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4 October 2021
Commission v. Volkswagen (C-74/04 P)


Official language:

Case ID

(Judicial) Authority:
European Court of Justice
Case number:
C-74/04 P
Name of parties:
Commission of the European Communities v. Volkswagen AG (‘Volkswagen’)
Date of decision:

Information re: proceedings

Type of proceedings:
Decision on the merits
Court (appeal)
Connected decisions:

Decision: European Commission 29 June 2001, no. COMP/F-2/36.693

Judgment: Court of First Instance 3 December 2003, no. T-208/01

Opinion: Advocate General Tizzano 17 November 2005

Additional information:


A. Summary of facts

The European Commission (‘Commission’) lodged an appeal against the judgment of the Court of First Instance (‘CFI’) of 3 December 2003, in which the CFI annulled the Commission decision imposing a fine of EUR 30,96 million on Volkswagen for infringing Article 101(1) TFEU for setting the selling price of the Volkswagen Passat. 

The European Court of Justice (‘ECJ’) upheld the judgment of the CFI and dismissed the appeal as unfounded. The Commission decision related to three circulars that Volkswagen had sent to its German dealers subsequent to the signing of the dealership contracts, as well as five letters that had been sent to some of those dealers, urging its dealers to maintain a price discipline for the new Volkswagen Passat model, and to only grant limited discounts or no discounts at all.

B. Legal analysis

The Commission held that by signing the dealership agreement, the authorized dealers had given their prior consent to all measures adopted by Volkswagen in the context of that dealership agreement. 

B.1 - Article 101(1) TFEU

The CFI and the ECJ rejected the Commission’s view and stated that for an agreement within the meaning of Article 101(1) TFEU to be established, it is necessary to prove a concurrence of wills. In addition, such a concurrence of wills must cover particular conduct that must be known to the parties when they accept it. The will of the parties can either result from the clauses of the dealership agreement or from the consenting conduct of the parties. (§36-39) 

In order to establish whether the circulars in question were an agreement in the sense of Article 101(1) TFEU, it should therefore have been considered whether the clauses of the dealership agreement provided for (or authorized) Volkswagen to adopt subsequent pricing policies taking into account the aims pursued in the light of the economic and legal context in which the agreement was signed. Contrary to the CFI, the ECJ further clarified that clauses which comply with the competition rules and/or are drafted in neutral terms cannot automatically be excluded as authorizing subsequent measures which are contrary to competition rules.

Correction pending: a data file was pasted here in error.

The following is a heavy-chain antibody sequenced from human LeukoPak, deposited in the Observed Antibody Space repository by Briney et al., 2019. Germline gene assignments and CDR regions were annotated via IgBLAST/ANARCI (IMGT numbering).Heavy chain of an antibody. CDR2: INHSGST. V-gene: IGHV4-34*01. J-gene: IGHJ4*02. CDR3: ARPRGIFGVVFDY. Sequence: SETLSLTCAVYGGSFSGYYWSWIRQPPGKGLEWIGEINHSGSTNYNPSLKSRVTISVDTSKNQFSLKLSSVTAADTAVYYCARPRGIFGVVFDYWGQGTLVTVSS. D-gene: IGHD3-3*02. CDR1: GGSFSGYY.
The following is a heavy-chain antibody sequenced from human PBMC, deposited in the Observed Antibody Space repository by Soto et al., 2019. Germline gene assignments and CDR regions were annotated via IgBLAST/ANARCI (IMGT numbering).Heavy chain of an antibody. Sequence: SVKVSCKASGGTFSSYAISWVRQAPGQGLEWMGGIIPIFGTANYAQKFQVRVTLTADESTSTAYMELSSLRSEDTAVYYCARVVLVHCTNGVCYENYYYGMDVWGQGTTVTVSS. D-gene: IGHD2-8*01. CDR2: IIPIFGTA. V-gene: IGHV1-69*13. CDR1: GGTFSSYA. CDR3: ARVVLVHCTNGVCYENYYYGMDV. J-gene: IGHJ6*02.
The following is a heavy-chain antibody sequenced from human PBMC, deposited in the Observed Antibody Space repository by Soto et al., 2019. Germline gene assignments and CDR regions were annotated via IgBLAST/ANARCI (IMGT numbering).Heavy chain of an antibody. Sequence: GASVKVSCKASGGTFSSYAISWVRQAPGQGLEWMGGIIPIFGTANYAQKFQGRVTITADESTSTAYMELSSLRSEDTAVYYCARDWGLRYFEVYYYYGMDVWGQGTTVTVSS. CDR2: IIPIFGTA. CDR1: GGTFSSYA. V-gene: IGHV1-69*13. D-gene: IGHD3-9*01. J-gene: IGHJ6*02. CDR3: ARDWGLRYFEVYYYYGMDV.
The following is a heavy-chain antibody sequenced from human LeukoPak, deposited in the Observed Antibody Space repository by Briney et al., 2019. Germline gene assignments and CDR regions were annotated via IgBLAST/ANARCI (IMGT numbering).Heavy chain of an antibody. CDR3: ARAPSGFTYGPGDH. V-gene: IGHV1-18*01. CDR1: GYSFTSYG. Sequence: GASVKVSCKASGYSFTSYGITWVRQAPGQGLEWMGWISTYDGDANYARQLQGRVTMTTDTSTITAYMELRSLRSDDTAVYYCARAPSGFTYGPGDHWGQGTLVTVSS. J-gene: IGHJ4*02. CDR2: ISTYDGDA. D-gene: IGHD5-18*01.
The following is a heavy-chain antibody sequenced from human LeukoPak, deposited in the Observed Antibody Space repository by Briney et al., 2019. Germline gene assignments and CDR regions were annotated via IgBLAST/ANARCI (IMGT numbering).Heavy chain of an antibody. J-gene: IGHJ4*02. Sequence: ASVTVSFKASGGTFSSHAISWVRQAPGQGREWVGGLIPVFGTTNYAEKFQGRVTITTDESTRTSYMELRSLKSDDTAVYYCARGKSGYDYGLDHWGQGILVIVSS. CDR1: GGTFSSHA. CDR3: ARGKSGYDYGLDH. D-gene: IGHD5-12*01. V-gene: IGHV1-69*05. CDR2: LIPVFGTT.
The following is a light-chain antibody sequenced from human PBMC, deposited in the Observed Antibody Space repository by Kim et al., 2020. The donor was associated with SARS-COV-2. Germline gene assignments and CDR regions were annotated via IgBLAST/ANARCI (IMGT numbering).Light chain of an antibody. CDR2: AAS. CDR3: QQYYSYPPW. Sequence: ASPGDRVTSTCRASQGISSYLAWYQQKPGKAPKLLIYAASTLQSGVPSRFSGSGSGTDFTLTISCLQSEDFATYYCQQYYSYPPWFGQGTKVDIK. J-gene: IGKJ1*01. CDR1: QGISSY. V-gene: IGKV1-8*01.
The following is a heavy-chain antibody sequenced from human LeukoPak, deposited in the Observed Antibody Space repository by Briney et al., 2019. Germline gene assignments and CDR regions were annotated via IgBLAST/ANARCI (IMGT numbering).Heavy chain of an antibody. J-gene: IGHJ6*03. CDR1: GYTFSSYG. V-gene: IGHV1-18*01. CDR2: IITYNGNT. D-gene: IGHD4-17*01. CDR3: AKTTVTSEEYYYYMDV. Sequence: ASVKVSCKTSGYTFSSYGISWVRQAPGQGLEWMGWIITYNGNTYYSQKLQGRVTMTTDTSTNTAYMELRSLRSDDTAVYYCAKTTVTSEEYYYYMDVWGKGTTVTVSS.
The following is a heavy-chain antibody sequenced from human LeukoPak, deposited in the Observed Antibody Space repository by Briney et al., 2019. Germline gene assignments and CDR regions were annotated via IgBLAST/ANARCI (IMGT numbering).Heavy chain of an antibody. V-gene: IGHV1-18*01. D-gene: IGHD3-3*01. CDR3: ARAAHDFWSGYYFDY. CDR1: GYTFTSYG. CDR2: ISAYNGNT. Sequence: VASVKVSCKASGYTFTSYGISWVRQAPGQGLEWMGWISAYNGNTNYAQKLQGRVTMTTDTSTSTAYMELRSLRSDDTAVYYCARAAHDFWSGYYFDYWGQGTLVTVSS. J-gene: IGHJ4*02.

"It follows from the foregoing that, in order to determine whether the calls at issue were part of the overall commercial relationship between Volkswagen and its dealers, the Court of First Instance should have considered whether they were provided for or authorised by the clauses of the dealership agreement, taking account of the aims pursued by that agreement per se, in the light of the economic and legal context in which the agreement was signed." (§48)

"The possibility that a call which is contrary to the competition rules may be regarded as being authorised by seemingly neutral clauses of a dealership agreement cannot be automatically excluded." (§44)


  • Article 101(1) TFEU


On concurrence of wills, see F. WIJCKMANS and F. TUYTSCHAEVER, Vertical Agreements in EU Competition Law, Oxford University Press, 2018, §3.67 – 3.74.


The Commission has the obligation to prove that there is a concurrence of wills on the part of the parties to an agreement in each specific case and the concurrence of wills has to cover specific conduct that has to be known to the parties. The signing of an agreement cannot as a matter of principle imply the acceptance of later unlawful variations or additions to that agreement. 

However, the concurrence of wills can be established from the (neutral/compliant) clauses of the general dealership agreement authorizing subsequent unilateral measures. By signing such an agreement, the dealer is consenting in advance to comply with those measures, which are then considered to form part of the continued business relation and hence fall within the scope of Article 101(1) TFEU. In the absence of such clauses, the concurrence of wills can also be established based on the conduct of the parties.

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